Advisor: Michele Marcolongo, Ph.D.
The lifetime prevalence of lower back pain is 65-80%, and on average 50-90% of adults endures Lower Back Pain (LBP). Lumbar degenerated discs are thought to affect about 75% of cases with LBP. Degenerated discs are not able to withstand the forces distributed on the spine properly and they can adversely affect other spine levels as well by inducing more loads on them, due to inefficiency of the degenerated disc to absorb its portion of the total load on the spine. In a healthy intervertebral disc (IVD), forces generated are absorbed and transmitted appropriately from the nucleus pulposus (NP) to the annulus fibrosus (AF), however in a degenerated disc force transmission is from endplate to endplate thus, there is no communication between the NP and AF due to a lack of hydrostatic pressure inside the NP. Hydrostatic pressure produced within the NP, decreases with increasing disc degeneration grade. Specifically, the hydrostatic pressure in moderately degenerated discs has been shown to be 30% less than in a healthy disc. This hydrostatic pressure therefore is responsible for proper load transmission in the IVD and therefore lack of this pressure further creates a decrease in disc height, stress concentrations in AF and increases the chance for IVD herniation.
A total of seven cadaver lumbar specimens (L1L5) were loaded in compression. We proposed firstly a method of measuring the hydrostatic pressure in the NP through the use of a pressure transducer (PT) to monitor the change in pressure during a variety of loading conditions. Then we proposed to place a polymeric implant into the NP. Original specimen disc height was measured by use of a fluoroscan x-ray machine before testing. We proposed to increase the volume of implantation to values of 2.5%, 5.0%, 7.5%, 9%, 11.5%, and 13.0% of the original disc height. Our hypothesis was that augmenting the NP with a polymeric implant will increase disc height and hydrostatic pressure in proportion to the volume of material implanted. Hydrostatic pressure, disc height, and stiffness measurements were analyzed between different implant percentages. Neutral zone measurements were also measured to analyze significant differences between the stiffness values in the compressive and tensile neutral zone regions.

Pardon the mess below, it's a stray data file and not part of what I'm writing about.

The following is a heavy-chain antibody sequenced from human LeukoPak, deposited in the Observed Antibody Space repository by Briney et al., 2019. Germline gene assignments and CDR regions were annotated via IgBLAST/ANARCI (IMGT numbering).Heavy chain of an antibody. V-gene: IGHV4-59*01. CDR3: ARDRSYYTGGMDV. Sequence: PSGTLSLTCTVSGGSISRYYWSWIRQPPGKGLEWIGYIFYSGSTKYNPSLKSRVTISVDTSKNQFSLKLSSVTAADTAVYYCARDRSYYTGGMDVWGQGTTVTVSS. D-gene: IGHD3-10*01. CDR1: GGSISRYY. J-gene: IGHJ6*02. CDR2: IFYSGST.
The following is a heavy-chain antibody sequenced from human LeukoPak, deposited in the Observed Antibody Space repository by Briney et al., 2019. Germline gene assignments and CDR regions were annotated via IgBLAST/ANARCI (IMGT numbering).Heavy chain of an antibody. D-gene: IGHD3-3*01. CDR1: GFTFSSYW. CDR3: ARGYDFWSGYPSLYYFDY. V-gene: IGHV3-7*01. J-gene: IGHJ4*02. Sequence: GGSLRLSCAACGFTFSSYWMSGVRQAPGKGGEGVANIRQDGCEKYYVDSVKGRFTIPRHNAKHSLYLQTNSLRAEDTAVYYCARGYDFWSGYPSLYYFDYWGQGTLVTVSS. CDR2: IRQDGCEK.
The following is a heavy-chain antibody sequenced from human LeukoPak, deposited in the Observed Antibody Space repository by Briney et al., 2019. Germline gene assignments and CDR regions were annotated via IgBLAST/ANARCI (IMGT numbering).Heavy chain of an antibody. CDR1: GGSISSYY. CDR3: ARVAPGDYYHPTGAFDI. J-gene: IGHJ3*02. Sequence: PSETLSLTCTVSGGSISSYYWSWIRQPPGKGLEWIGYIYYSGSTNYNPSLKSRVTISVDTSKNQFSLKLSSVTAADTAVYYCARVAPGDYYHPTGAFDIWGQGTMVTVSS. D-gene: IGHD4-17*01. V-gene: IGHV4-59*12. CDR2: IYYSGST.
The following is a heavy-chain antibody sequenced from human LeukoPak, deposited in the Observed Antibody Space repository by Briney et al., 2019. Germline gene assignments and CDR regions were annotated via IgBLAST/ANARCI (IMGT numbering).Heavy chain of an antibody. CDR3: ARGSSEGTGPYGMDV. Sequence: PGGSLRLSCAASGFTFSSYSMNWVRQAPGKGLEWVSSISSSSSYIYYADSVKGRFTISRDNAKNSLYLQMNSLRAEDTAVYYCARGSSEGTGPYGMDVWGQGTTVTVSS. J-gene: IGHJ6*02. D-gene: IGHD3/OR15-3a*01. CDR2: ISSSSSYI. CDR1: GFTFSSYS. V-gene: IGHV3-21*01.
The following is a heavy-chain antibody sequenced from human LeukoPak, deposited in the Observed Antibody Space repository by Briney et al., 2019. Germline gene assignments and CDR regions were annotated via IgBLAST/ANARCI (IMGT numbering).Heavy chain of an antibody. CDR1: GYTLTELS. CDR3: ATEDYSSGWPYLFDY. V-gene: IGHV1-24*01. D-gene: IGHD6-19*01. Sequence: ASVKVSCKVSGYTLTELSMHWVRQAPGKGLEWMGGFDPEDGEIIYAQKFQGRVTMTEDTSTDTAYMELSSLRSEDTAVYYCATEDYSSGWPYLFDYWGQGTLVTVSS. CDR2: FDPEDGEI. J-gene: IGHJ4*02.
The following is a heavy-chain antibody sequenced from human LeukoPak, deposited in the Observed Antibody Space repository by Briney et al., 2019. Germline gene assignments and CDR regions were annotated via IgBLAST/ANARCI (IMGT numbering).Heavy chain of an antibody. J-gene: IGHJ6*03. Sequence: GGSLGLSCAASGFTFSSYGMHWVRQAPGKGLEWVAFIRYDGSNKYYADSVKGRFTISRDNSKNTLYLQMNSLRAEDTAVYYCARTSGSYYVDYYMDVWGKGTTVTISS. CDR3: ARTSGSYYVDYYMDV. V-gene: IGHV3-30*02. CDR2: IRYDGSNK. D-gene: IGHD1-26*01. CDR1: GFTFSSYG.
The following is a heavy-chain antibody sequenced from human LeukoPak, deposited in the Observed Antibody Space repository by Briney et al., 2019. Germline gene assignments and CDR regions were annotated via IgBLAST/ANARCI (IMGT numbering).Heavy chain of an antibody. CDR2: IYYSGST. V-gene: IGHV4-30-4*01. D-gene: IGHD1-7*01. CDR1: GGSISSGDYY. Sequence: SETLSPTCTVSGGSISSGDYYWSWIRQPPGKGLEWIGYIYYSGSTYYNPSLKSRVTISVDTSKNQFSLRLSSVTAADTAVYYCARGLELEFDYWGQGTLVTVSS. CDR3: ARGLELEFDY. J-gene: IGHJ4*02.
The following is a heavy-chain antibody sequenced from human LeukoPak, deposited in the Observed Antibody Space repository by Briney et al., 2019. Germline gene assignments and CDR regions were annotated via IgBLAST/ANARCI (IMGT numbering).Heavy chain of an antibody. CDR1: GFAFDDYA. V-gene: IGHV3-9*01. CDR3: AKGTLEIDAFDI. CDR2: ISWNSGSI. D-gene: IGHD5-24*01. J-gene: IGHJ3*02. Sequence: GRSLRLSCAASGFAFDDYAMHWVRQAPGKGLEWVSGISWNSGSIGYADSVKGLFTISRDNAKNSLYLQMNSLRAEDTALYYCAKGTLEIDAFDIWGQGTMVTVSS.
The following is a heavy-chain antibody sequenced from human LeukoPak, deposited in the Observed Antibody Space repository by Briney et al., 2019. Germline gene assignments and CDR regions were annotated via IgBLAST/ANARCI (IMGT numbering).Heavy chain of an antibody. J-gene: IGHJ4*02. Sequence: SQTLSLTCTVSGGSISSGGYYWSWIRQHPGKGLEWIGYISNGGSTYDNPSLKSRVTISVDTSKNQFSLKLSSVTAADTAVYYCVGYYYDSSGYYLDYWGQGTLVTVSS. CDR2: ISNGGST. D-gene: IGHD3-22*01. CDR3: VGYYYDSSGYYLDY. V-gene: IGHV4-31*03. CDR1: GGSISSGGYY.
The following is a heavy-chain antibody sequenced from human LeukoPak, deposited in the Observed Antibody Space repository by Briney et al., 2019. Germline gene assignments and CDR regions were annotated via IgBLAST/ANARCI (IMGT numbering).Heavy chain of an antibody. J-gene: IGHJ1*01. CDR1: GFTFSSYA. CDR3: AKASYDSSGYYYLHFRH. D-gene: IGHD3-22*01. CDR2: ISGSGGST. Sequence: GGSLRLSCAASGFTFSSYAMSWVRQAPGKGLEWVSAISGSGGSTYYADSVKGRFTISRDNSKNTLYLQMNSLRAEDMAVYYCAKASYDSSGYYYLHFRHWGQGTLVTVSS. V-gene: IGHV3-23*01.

Our results concluded that pressure in the NP increased significantly, by up to 60% of initial pressure measured at the highest load observed, due to volume of implant. The disc height increased by up to 14% of original disc height, upon implantation. Stiffness of the disc remained unchanged after a load of 400 N despite the increase in pressure and disc height due to implantation. The polymeric implant used in this study improved mechanical properties essential for proper load bearing of the human intervertebral disc.
The LeBow Engineering Center is located at the corner of 32nd and Market Streets.